Elvis. That is the nickname that Larry Mallard, refuge manager for the White River National Wildlife Refuge in southeastern Arkansas, uses for the ivory-billed woodpecker (Campephilus principalis ), now being sought in Mallard's woods by Cornell Lab of Ornithology staffers and volunteers.
Mallard betrays a hint of mixed feelings: He has been managing the area for other endangered species, but only since the woodpecker's rediscovery has the refuge's conservation needs received any attention.
"Elvis is the rock star," said Mallard about the elusive woodpecker. "It's one thing to have endangered species. It's another thing to have a species that's been gone for 60 years that reappeared." But he fully appreciates that the bird has brought attention, and could bring money, to the area in an era when national wildlife refuge budgets are low. "You've got to take advantage of what comes along."
The bottomland forest of Arkansas, called the Big Woods, encompasses 550,000 acres, 130 miles long and up to 15 miles wide, and includes both the Cache River and the White River National Wildlife Refuges (NWR). Cornell has led two searches since the bird's rediscovery in February 2004 in a section of the Cache River NWR called the Bayou DeView, near Brinkley, Ark. The goal of the current search, which began in November, is to find an ivory-billed woodpecker and its roost or nest, which the bird will return to repeatedly, allowing for in-depth study of its habits.
The area's habitat is well-suited for the woodpecker because its dead and dying hardwoods -- tupelo, oak, sycamore, sweet pecan and sweet gum trees -- attract the giant insect grubs that the bird eats. Few other mature, old-growth forests remain in the Southeast due to logging and the growth of agriculture in the 20th century.
The habitat also has plenty of cypress trees (a conifer) that provide holes for the birds to roost or nest in.
There have been 18 credible sightings of the ivory-billed woodpecker since the bird's rediscovery, and all have been within a few miles of each other in the Bayou DeView. These glimpses may amount to a single woodpecker in the area.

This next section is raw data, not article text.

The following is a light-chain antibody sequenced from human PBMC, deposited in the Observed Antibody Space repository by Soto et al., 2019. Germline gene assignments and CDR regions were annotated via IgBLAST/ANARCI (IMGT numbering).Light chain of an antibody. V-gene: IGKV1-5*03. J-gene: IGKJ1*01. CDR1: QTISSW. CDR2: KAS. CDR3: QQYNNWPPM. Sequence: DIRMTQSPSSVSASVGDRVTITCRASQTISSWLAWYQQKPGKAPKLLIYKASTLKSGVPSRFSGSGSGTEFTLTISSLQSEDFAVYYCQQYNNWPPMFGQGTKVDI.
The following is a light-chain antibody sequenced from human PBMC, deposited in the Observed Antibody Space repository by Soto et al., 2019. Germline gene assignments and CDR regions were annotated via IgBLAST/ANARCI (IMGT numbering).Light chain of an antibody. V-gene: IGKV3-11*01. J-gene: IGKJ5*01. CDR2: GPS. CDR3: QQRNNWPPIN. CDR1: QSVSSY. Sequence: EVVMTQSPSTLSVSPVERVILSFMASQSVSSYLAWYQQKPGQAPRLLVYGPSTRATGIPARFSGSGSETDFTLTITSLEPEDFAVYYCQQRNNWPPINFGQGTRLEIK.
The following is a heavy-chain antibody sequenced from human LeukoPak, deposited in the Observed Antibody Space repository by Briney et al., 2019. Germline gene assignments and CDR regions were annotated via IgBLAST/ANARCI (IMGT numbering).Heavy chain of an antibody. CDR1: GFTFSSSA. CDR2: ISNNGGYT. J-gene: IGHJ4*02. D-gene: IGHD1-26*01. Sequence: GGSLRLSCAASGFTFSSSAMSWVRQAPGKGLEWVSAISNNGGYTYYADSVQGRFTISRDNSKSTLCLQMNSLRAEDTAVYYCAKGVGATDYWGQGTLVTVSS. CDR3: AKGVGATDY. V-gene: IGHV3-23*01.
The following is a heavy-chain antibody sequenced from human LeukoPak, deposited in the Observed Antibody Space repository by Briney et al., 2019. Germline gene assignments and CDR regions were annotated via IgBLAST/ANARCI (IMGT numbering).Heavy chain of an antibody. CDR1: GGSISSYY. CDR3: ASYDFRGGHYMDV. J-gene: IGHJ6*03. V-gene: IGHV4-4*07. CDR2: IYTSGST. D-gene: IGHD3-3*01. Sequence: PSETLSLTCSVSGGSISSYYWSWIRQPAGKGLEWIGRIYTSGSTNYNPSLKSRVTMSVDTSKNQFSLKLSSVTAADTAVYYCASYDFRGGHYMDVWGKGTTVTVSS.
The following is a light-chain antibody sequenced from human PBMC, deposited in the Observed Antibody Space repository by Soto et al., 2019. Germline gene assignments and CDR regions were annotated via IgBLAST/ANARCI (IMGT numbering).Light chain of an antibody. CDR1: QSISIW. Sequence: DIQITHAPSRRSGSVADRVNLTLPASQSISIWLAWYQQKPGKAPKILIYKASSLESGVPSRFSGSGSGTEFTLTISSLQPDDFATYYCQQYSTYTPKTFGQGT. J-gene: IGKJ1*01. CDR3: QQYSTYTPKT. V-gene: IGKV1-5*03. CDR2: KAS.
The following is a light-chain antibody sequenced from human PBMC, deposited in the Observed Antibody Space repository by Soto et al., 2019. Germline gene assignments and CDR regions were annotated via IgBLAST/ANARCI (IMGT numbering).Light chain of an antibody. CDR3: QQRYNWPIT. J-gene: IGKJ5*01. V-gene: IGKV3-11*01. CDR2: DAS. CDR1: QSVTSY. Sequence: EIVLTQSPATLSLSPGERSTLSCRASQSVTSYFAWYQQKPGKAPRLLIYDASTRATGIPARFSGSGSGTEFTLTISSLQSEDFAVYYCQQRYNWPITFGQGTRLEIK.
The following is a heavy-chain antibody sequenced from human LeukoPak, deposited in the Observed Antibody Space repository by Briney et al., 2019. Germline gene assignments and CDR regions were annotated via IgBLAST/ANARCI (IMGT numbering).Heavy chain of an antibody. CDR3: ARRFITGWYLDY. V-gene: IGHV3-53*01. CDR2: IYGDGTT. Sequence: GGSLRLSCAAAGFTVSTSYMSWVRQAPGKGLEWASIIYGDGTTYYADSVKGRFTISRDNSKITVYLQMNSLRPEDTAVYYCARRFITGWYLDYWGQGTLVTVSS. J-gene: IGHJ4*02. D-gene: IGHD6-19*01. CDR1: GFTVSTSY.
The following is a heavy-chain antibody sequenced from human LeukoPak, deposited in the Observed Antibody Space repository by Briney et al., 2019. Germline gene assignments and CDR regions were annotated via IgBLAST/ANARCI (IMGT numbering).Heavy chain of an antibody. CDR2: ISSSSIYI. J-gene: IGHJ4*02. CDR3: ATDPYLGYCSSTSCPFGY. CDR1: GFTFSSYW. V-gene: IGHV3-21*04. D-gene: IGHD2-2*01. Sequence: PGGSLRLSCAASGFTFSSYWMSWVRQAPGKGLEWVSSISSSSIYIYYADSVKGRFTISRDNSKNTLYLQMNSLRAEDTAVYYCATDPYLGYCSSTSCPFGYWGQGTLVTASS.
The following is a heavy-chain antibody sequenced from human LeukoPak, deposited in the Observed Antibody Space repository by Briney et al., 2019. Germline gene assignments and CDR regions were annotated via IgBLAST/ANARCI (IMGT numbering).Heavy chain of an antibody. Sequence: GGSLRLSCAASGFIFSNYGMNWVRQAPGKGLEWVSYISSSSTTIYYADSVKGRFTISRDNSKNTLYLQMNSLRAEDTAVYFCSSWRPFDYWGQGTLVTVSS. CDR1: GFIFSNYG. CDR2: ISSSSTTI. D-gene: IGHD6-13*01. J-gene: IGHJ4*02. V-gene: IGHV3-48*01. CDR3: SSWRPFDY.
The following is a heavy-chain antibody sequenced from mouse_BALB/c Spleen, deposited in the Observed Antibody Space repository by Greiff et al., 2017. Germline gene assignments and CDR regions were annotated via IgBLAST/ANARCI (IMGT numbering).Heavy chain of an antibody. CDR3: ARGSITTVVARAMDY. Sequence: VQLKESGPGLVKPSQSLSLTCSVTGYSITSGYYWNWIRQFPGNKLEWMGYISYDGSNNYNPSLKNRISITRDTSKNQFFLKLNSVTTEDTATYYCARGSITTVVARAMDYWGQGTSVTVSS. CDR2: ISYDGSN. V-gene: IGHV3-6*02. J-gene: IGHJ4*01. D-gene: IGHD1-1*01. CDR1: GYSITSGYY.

The Bayou DeView is a very narrow, fingerlike tributary that leads to the Cache River, which in turn flows into the White River, and then into the Mississippi. Although spotting the woodpecker may be like finding "a flying needle in a haystack," this long, narrow corridor of bayou makes it easier for people to spot a bird flying by. Because of its old growth, it is also home to long-horned beetle larvae, the ivory-billed's version of filet mignon.
"Bayou DeView contains the highest density of dead and dying woods," said Martjan Lammertink, a world woodpecker authority hired by the Lab of Ornithology in 2004 by Cornell to help with the search.
Areas with very high densities of other woodpeckers -- in this case pileated and red-bellied woodpeckers -- are another indicator of good ivory-billed woodpecker habitat. The Bayou DeView supports up to 15 pileated woodpeckers per square kilometer -- the highest concentration ever recorded of these smaller black-and-white and colored birds that people often mistake for the ivory-billed woodpecker.
The White River NWR also has shown promising signs of the woodpecker. Last year's recordings from autonomous recording units, digital recorders placed by the Lab of Ornithology in key habitats, picked up calls and characteristic double-knocks, a rapid two-beat drumming sound unique to the ivory-billed woodpecker. One of these recordings contains a double-knock nearby followed by another in the distance, suggesting two woodpeckers in the area.
A study of Magellenic woodpeckers found in Chile and Argentina, one of two other Campephilus woodpeckers in the world, offers perhaps the best model for studying the ivory-billed woodpecker's behavior. "Magellenic woodpeckers knock occasionally when in a pair, to let each other know where they are. But if alone, it would double-knock continuously," said Lammertink.
In the southern White River NWR, about 20 people have been methodically transecting the area where the double-knocks and calls were recorded in search of a roost hole housing the rare bird. To date, search team members in this area have found evidence of stripped bark typical of an ivory-billed woodpecker.
While the pileated woodpecker sits with its feet straight on the tree and hits the tree straight with its beak to create rows of baseball-sized holes, the Campephilus woodpecker's feet grab the tree with a wider, sideways stance, almost hugging the trunk. The woodpecker can then use its powerful bill to take lateral blows that peel away a bark layer that is fairly tight on a tree.
The ivory-billed woodpecker is unique in going after trees that have only recently died and peeling bark for the large grubs that are out of reach of any other bird.